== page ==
• Mulches enrich the soil by decomposing, which is detrimental to plants which prefer poor soil; you should normally avoid mulching such plants or else use a mulch that is poor in minerals like conifer needles;
  • They keep the soil moister, to the chagrin of the minority of plants that prefer dry soil. Use only the best aerated mulches with these… again, such as conifer needles;
  • Organic mulches can temporarily use up more nitrogen than they give off, yet plants need nitrogen for healthy growth and may therefore run out. This problem can be solved by applying a slow-release organic fertilizer rich in nitrogen before or after applying the mulch;
  • Plants are unable to self-sow when there is a mulch in place. If this is something you want certain of your plants to do, you’ll have to leave a few spaces free of mulch.

The Best Mulches for Gardening

Ramial chipped wood mulch
Ramial chipped wood mulch. Photo:

The best mulches for use in an active garden (one where you do a lot of planting and harvesting) are organic mulches that break down fairly quickly, because if a mulch remains intact for several years, it ends up filling in with dust and is then no longer very effective. When the layer of mulch thins decreases to less than 2 inches (4 cm), at which point light starts to sneak through the mulch and reach the soil which can allow weed seeds to germinate, the solution is fortunately simple: just add more mulch to bring it back into the 3 to 4-inch (7 to 10 cm) range!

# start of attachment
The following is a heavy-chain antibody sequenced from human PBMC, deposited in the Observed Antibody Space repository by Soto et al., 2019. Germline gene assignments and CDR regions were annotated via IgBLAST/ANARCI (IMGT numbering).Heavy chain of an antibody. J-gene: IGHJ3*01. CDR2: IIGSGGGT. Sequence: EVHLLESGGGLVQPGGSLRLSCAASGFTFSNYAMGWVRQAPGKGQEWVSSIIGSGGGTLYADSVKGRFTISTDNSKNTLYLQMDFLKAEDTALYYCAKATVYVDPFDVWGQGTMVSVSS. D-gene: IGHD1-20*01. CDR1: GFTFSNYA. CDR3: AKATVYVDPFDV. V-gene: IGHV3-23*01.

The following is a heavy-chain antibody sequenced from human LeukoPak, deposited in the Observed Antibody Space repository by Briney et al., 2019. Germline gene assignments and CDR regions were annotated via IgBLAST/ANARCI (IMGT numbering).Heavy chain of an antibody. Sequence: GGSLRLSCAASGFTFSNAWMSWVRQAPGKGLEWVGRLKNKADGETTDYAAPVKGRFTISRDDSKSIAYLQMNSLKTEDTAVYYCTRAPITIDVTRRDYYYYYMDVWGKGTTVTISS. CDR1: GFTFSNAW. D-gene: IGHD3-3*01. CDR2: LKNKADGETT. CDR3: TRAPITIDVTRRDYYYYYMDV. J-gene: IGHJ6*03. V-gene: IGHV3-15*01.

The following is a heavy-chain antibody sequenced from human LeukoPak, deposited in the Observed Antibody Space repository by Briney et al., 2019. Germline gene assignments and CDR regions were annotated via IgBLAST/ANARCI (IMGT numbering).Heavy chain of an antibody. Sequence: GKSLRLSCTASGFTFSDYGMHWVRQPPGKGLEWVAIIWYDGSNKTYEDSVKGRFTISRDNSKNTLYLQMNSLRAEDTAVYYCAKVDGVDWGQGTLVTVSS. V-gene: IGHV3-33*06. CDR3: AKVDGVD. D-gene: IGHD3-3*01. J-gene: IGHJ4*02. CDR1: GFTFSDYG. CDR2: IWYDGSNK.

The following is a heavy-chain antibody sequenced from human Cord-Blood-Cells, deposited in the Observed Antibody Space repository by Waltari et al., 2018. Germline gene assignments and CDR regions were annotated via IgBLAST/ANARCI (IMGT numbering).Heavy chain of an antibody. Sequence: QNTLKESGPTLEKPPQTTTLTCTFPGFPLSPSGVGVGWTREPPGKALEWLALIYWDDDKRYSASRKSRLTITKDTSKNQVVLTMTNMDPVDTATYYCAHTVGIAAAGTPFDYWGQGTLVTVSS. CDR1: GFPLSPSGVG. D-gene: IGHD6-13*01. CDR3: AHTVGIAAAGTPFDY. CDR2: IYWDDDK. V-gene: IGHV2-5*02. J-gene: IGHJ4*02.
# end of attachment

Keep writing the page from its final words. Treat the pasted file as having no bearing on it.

But that does mean that mulches that last for a long time, even those of organic origin, such as bark mulch, cedar mulch and wood mulch in general, including all those tinted mulches that come in various colors, are not very good choices for a flower bed or vegetable garden.

Also, inorganic mulches (river pebbles, decorative stones, marble shards, lava stones, recycled glass mulch, rubber mulch, etc.), essentially permanent, are more decorative than anything else. You certainly do not want to mix them into the soil when you’re gardening!

Helpful Hint: Use readily decomposable mulches in flower beds and vegetable gardens, places where you’ll be frequently digging, planting and harvesting, while long-lasting mulches could be used outside of intensely gardened areas, such as in paths, at the foot of trees, in shrub borders, at the base of hedges, in foundation plantings, etc.

Here are some of the most interesting “decomposable mulches” for active gardening:

  • Compost;
  • Conifer needles* (needles are not rich, so it may help to also apply a slow-release fertilizer when you use them);
  • First cut hay (later cuttings will likely include too many weed seeds);
  • Fragmented rameal wood (BRF, deciduous branches shredded with their leaves);
  • Grass clippings (they should be mixed with another product to lighten them, such as shredded leaves or peat moss; otherwise they can form an impenetrable crust);
  • Plant hulls (peanut, cocoa, buckwheat, coconut, etc.);
  • Sawdust (add nitrogen fertilizer initially, as this product is not very rich).
Applying leaf mulch to a garden
Mulch of shredded leaves. Photo: fresh-basil-com
  • Shredded fall leaves (my favorite mulch: free and very rich in minerals!);
  • Shredded paper or cardboard;
  • Straw (cereal, flax, hemp, etc.);